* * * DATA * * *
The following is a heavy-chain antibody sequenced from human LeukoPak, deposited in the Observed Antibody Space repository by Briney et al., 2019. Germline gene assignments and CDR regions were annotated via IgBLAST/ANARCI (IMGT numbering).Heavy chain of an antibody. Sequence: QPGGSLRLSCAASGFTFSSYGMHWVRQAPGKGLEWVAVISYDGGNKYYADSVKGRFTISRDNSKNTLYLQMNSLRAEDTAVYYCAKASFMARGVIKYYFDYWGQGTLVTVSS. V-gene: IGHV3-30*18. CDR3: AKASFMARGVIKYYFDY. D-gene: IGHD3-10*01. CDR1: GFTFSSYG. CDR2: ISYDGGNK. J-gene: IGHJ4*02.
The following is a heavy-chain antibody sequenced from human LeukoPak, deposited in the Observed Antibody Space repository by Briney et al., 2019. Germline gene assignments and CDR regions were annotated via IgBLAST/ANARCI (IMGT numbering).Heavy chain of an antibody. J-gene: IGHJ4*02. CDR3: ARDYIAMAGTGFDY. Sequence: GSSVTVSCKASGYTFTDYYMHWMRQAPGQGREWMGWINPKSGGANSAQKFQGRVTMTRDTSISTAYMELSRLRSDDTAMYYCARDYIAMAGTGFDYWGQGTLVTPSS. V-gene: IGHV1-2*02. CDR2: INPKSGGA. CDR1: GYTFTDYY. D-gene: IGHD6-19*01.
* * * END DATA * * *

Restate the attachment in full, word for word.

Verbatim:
The following is a heavy-chain antibody sequenced from human LeukoPak, deposited in the Observed Antibody Space repository by Briney et al., 2019. Germline gene assignments and CDR regions were annotated via IgBLAST/ANARCI (IMGT numbering).Heavy chain of an antibody. Sequence: QPGGSLRLSCAASGFTFSSYGMHWVRQAPGKGLEWVAVISYDGGNKYYADSVKGRFTISRDNSKNTLYLQMNSLRAEDTAVYYCAKASFMARGVIKYYFDYWGQGTLVTVSS. V-gene: IGHV3-30*18. CDR3: AKASFMARGVIKYYFDY. D-gene: IGHD3-10*01. CDR1: GFTFSSYG. CDR2: ISYDGGNK. J-gene: IGHJ4*02.
The following is a heavy-chain antibody sequenced from human LeukoPak, deposited in the Observed Antibody Space repository by Briney et al., 2019. Germline gene assignments and CDR regions were annotated via IgBLAST/ANARCI (IMGT numbering).Heavy chain of an antibody. J-gene: IGHJ4*02. CDR3: ARDYIAMAGTGFDY. Sequence: GSSVTVSCKASGYTFTDYYMHWMRQAPGQGREWMGWINPKSGGANSAQKFQGRVTMTRDTSISTAYMELSRLRSDDTAMYYCARDYIAMAGTGFDYWGQGTLVTPSS. V-gene: IGHV1-2*02. CDR2: INPKSGGA. CDR1: GYTFTDYY. D-gene: IGHD6-19*01.